Sydney is one of the oldest, largest, most lively and most exciting cities in Australia. The city is home to the simply spectacular Sydney Harbour, an extremely mild climate, and stretches of heavenly beaches – which include Bondi Beach, Manly Beach and Coogee Beach
Dividing the city into northerly and southerly areas, the harbour can also be crossed via a tunnel, which connects the two shores. The most interesting sights tend to reside on the southern side of the harbour, around the Circular Quay, Darlinghurst, Darling Point and the Rocks. City Host Tourist Information Kiosks are located at the Circular Quay (on the corner of Alfred Street and Pitt Street), as well as at Martin Place and the Town Hall on George Street. There is also a useful tourism centre standing alongside the IMAX theatre at Darling Harbour.
Many of Sydney’s hotels have spectacular views of the harbour and the waterfront, and hotels are particularly concentrated in Sydney city centre, the Rocks, Kings Cross and Darlinghurst areas. There are also a number of popular hotels stretching from Bondi Beach to Coogee Beach, and many other hotels in further districts, such as Glebe, Pyrmont, Manly and Queenscliff. City hotels are often filled to capacity and therefore reservations may be required in advance during peak seasons.
Sydney has many world-class tourist attractions, including the city’s very own Visitors’ Centre – housed in a historic building dating back to the mid-19th century; Darling Harbour – with wonderful views of the waterfront and numerous shops, restaurants, cafés and exhibitions; the Aussie Duck – a fun and unique way to take a guided tour of the waterfront, travelling both on land and in the harbour; the Sydney Monorail – a state-of-the-art train system, high above the ground; and the Sydney Opera House – created at a cost of around AUD 100 million and proud of its outstanding acoustics.
Other popular attractions in Sydney include St. Andrew’s Cathedral – the oldest cathedral in Australia being founded in 1819; the AMP Tower (Centrepoint) – towering more than 980 feet / 300 metres, with stunning panoramic views; Centennial Park – the largest park around, with barbecue facilities, picnic areas, sports fields, walking trails and seating areas; the Cenotaph – a tall monument commemorating Australia’s sacrifices in war; Customs House – recently renovated and restored, now used for many major festivals; Parliament House – a breathtaking building built in 1816; and the Sydney Town Hall – another of splendid Victorian landmark, featuring an elaborate interior with ornate decoration.
Tourist attractions located close to Sydney include the Blue Mountains, Jenolan Caves, Macquarie Towns Area, Macarthur Country, Hawkesbury River, the Central Coast and the Hunter Valley Wineries – home to some of the best vineyards in the world. Wintertime in Sydney is summertime in the USA and Europe. At this time of year, there are a number of world-class ski resorts located close by, attracting many tourists. The Snowy Mountains are situated in southern New South Wales (NSW) and the journey takes around five hours by car, along the Hume Highway. Regular buses and flights from Sydney are also available. With impressive facilities for skiing, snowboarding and winter sports, there are countless popular skiing resorts nearby. These include Charlotte Pass, Jindabyne, Perisher Blue Valley and Thredbo Village, all of which are within easy reach.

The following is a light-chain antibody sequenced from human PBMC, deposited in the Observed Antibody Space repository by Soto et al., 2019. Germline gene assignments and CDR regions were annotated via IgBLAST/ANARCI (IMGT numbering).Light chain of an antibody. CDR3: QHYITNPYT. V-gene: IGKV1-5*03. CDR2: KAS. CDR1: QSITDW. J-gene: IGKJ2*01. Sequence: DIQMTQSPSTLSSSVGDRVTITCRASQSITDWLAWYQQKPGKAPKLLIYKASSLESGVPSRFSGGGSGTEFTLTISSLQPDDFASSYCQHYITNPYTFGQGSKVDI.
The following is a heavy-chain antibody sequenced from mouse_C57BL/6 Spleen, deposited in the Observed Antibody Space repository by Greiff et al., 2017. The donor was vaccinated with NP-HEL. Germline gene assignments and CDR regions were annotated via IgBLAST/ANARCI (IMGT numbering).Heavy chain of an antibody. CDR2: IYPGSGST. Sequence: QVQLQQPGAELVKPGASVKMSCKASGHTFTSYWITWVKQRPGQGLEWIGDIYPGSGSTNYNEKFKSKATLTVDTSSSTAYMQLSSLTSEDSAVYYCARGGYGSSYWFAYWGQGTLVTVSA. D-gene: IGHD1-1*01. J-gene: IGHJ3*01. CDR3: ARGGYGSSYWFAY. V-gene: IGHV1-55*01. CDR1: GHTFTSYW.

There are also a series of excellent museums spread around the city, such as the Museum of Sydney – one of the most popular and dynamic, with installation and multiple-perspective art; the Australian Museum – an impressive natural history museum established just 40 years after the city was colonised; the Justice and Police Museum – featuring many interesting exhibits about Sydney’s criminal past and policing methods; the Macleay Museum – housing stuffed birds and animals, dinosaurs skeletons, photographs, scientific instruments and local information; the Powerhouse Museum – covering social history, decorative arts, science and technology and communication; the Art Gallery of New South Wales (NSW) – home to an enormous collection of 19th- and 20th-century Australian art; the Manly Art Gallery and Museum – a small and interesting art gallery concentrating on the city’s very special relationship with Manly beach; and the Sydney Museum of Contemporary Art (MCA) – with a fine collection of modern art from all over the world.
The University of Sydney is the oldest tertiary institution in the whole of Australia and was founded in 1850. The main campus is bounded by Missenden Road, Parramatta Road, Carillon Avenue and City Road, and features more than 30,000 students, a large number of different faculties and spectacular sandstone architecture with detailed stone carvings. Highlights at the University of Sydney include the Great Hall, which has wooden ceilings and impressive stained-glass windows, and the Main Quadrangle, with its classical Gothic-style design.
Sydney, one of the largest and most stunning cities in Australia, is a popular tourist destination at any time of the year. With an exciting atmosphere, Sydney is also home to an interesting mixture of both historic and modern buildings, many of which date back to the late 18th century. It is without question the Opera House, Harbour Bridge and surrounding beaches that continue to remain the number one draw card.